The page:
Twitter Branding: Want to check out how the competition is using Twitter? A new directory of tweeting brands, Twitter Tracker, compiles real-time updates from companies using the service, such as Whole Foods, JetBlue, and Starbucks.Check out the full list here. You can also sign up to have their short trend newsletters e-mailed to you daily.
Friday, March 6, 2009
Since our article on how book publishers should be using Twitter, some other publishers have chimed in with their own experiences. Here's Mark Long, publisher of TSTC Publishing in Texas, on how Twitter can help small companies track larger trends:
"For me, I think the best part of Twitter is being able to engage in the ongoing 'conversation' about the publishing industry . . . something I wouldn't be able to do face to face as we're based in Waco, Texas. We follow bookstores, bookstore buyers, sales reps, freelance consultants, and, of course, other publishers. It's a great way to stay in the loop of what's happening in the industry all over the country (and beyond) and not just working in a vacuum in our own office. And, it's nice to be able to drop these folks a line periodically to ask (and answer on our own end as well) questions that crop up that are pretty specific that nobody we know around here could address.
"Plus, given that I was really interested in publishing long before I began working in it, I think Twitter is a good way to get a sense of the day-to-day realities of the industry. (It's certainly not long martini lunches . . . although we do eat at On The Border pretty regularly with folks.) I was a college English teacher for about 10 years and I like Twittering in the sense that it gives our graphics and editorial interns an idea of what goes on outside of the specific work they do for us as well so there is that teaching/informing aspect to it. "
Wednesday, March 4, 2009
Thanks to all who helped us with our Twitter article. The March issue is now out, and you can read it here:
Plus, check out Chelsea Green's amazing Twitter story here--they're a great model for how a publishing company can use Twitter successfully.
We'll be continuing the Twitter discussion here on the blog--stay tuned!
Thursday, February 19, 2009
The feature article in our March issue will be about how book publishers can use Twitter--which, as Chris Brogan says, is an increasingly important business tool. We would love to include input from blog readers in the article. Let us know your thoughts in the comments, via e-mail, or, of course, on Twitter.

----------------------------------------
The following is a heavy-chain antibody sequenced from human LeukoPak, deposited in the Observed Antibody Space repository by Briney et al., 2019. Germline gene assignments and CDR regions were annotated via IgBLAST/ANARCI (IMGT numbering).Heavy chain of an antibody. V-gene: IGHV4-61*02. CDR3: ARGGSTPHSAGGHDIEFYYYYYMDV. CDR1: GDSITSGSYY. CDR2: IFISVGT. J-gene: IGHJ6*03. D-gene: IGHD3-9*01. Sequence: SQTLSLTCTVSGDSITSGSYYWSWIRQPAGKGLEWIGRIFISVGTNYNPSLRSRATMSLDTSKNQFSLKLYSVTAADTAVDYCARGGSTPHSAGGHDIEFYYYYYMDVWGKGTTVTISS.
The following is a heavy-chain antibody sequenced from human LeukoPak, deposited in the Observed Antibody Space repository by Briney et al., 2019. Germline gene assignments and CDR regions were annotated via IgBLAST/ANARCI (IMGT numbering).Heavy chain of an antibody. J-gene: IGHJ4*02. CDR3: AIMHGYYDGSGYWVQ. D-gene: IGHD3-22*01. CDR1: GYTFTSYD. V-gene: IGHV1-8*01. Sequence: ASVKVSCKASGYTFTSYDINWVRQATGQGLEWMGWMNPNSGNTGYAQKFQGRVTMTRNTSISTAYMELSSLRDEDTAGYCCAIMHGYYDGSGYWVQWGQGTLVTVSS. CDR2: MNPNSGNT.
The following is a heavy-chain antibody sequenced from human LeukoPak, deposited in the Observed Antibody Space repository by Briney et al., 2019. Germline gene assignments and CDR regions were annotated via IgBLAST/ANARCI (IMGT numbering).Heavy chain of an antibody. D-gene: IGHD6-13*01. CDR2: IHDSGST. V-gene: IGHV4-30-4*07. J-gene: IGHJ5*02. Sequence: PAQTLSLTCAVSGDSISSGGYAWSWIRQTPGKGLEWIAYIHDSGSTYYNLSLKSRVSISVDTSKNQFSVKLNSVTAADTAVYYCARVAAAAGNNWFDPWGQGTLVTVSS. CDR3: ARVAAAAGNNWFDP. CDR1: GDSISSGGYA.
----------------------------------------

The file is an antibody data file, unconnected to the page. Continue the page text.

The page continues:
Do you and/or your company use Twitter?
If you do, what has your experience been like?
If you don't use Twitter, why not?
How do you think book publishers should be using Twitter? Do you follow any book publishers on Twitter? Whose Tweets do you like, and why?
Any great Twitter business stories to share?
Thursday, February 12, 2009
At TOC on Wednesday afternoon, we attended "Youth and Creativity: Emerging Trends in Self-expression and Publishing," a session by Evangeline Haughney (Adobe) and Bill Westerman (Create with Context). They hung out with real teenagers in their homes to get a look at their creative processes. When choosing which teens to follow, they looked for those who were creative, but not necessarily planning to go into art or design after high school. They picked those who were involved in interesting self-expression activities and who were creating digital media to share with others outside their immediate circles of friends. Here are five not-so-obvious takeaways (beyond the fairly apparent "Teens want to create identities for themselves online" and "In general, teens are pretty tech-savvy"). (The panel didn't focus much on book publishing, but it provides useful background to YA publishers who want a better look at what their target audiences are doing online.)
- Teens don't see buying a software program (like Adobe Photoshop) as a major "life event." Whereas people in their twenties and thirties may sign up for classes and buy instruction manuals after purchasing a program, teens churn through many different technologies quickly, using programs only for what they need and then moving on.
- At the same time, teens feel as if they have mastered these programs. Westerman pointed out that when he asks an adult, professional Photoshop user if she knows everything there is to know about Photoshop, that adult will usually answer, "No, I haven't even scratched the surface." Teens, on the other hand, will answer, "Yeah, I know Photoshop." Nor are they concerned that they haven't learned all the "right" ways of doing things with a program--they're concentrated on the outcome, not the tool. They don't ask, "How do I use the masking tool?" They ask, "How can I create a cool rain effect?"
- That's not to say that teens aren't asking for help. They are! But they're going to their peers online or typing queries into Google. There's a return of the "apprenticeship"--teens learning skills from their more knowledgable peers, actively seeking critiques of their work, and really adopting a craft mentality. Learning is a process of watching and doing on the fly. "There's no more learning curve," Westerman said.
- Any niche site can become a social hub--teens aren't just using Facebook for social networking. One subject in the study, "David," spent most of his time on the "Silverfish Longboarding" discussion boards. (A longboard is a type of skateboard.) These microcommunities give teens, who tend to define themselves through 2 or 3 major interests when creating online personas, a sense of belonging.